The shift to the goods and services tax (GST) regime marked a significant step towards the creation of a common national market. But the transition to this new indirect tax regime has been marred by implementation glitches. The compliance burden has not significantly eased, nor have revenue collections met expectations. These and many more issues have been dealt with in great detail by the Comptroller and Auditor General of India (CAG) in its audit report on indirect taxes. This careful report warrants a comprehensive review of the country’s new indirect tax regime.
The audit report affirms the shortfall in government revenues post the shift to GST. It estimates that the Centre’s revenues from goods and services (excluding central excise on petroleum and tobacco) fell by 10 per cent in 2017-18, as compared to the revenue of taxes subsumed under GST in 2016-17. It was hoped that over time, as the system stabilises, compliance levels would rise. But, as the audit finds out, there has been no improvement in filing of GSTR-3B returns. This needs further investigation. The avoidable physical interface with tax officials continues, as invoice matching — which is essentially matching sales and purchases of buyers and sellers — is still not operational, suggesting that the hope of an IT-based interface remains a distant dream. This has also left the system prone to input tax credit (ITC) frauds. The report has also flagged issues with regard to settlement of claims. It notes that the manner in which the government devolved Rs 67,998 crore under integrated GST to states was “against the provisions of Constitution of India.” It has highlighted the issues of transitional credit (the carry forward of credit from the old tax regime to GST) which could have impacted central GST collections. But the issues don’t end here. The IT audit of the goods and services tax network (GSTN) also points towards several shortcomings, not only in the GST registration but also in the payment module. Inexplicably, even the CAG’s access to data, during its audit, was curtailed.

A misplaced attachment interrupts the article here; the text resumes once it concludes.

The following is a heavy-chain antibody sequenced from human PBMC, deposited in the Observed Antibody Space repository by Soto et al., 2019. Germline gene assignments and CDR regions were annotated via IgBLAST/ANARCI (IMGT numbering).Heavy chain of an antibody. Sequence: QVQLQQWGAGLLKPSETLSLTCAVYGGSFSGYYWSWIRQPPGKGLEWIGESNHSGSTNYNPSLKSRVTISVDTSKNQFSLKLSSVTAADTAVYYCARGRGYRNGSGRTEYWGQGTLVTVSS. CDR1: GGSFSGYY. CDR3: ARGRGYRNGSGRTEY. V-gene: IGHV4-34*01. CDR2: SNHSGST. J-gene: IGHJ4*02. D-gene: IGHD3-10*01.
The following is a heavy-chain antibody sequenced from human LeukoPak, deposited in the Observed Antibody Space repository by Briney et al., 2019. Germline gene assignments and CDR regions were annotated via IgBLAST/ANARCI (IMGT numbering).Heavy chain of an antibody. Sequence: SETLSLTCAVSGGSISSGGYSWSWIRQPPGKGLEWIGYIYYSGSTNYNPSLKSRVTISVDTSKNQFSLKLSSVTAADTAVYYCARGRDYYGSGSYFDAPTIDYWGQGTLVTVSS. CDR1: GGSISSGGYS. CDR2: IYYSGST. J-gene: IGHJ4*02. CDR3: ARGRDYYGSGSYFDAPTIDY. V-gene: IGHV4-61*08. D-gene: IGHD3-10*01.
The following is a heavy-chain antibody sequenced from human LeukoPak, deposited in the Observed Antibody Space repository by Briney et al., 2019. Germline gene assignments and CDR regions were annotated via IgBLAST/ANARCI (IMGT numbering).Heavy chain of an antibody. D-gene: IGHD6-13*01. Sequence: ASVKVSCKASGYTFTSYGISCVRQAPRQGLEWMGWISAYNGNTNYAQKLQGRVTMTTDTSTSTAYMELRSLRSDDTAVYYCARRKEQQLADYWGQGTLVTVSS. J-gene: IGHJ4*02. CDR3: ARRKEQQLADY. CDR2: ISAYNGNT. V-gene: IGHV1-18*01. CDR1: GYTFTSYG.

Part of the problem can be traced to the lack of co-ordination between stakeholders. There was also a failure to test the systems before rolling them out. While these system-related issues need to be addressed quickly, tinkering at the margins is unlikely to address the deeper, structural issues raised by the audit report. As the report points out, there are “serious systemic deficiencies that need to be addressed”.
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